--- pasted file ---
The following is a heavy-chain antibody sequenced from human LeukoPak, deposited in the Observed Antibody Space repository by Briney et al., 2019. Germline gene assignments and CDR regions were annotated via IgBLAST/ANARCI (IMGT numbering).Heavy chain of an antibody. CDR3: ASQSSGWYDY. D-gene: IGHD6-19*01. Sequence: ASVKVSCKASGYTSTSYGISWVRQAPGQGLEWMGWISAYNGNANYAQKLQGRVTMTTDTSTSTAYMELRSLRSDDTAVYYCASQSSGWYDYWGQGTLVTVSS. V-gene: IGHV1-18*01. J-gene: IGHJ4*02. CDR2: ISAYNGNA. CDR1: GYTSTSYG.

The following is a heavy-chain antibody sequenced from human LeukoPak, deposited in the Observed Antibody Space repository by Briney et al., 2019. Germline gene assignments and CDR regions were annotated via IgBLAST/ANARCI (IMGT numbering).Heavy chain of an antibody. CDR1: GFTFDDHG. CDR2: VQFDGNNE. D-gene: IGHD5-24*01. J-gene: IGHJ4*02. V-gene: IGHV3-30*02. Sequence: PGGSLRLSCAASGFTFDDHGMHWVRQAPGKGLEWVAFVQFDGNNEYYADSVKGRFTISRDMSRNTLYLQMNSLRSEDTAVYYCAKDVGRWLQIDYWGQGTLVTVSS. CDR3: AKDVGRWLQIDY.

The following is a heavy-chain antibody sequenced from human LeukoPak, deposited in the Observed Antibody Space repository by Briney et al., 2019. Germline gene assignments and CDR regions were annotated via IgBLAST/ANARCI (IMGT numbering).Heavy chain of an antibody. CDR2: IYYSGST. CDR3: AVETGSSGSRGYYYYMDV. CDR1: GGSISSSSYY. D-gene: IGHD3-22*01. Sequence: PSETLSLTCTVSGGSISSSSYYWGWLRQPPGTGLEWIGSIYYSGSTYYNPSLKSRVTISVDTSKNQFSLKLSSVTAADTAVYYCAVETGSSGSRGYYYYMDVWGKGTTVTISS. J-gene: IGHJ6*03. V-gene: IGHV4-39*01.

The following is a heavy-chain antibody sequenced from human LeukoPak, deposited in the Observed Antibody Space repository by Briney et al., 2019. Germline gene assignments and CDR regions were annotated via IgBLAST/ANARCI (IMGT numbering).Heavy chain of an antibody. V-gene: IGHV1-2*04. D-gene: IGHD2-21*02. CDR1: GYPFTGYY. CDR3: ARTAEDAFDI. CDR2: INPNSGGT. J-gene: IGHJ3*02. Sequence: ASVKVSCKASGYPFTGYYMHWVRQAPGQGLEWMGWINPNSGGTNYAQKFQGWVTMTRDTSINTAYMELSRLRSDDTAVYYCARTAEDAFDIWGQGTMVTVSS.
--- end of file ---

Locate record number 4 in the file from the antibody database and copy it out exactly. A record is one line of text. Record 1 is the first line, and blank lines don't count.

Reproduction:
The following is a heavy-chain antibody sequenced from human LeukoPak, deposited in the Observed Antibody Space repository by Briney et al., 2019. Germline gene assignments and CDR regions were annotated via IgBLAST/ANARCI (IMGT numbering).Heavy chain of an antibody. V-gene: IGHV1-2*04. D-gene: IGHD2-21*02. CDR1: GYPFTGYY. CDR3: ARTAEDAFDI. CDR2: INPNSGGT. J-gene: IGHJ3*02. Sequence: ASVKVSCKASGYPFTGYYMHWVRQAPGQGLEWMGWINPNSGGTNYAQKFQGWVTMTRDTSINTAYMELSRLRSDDTAVYYCARTAEDAFDIWGQGTMVTVSS.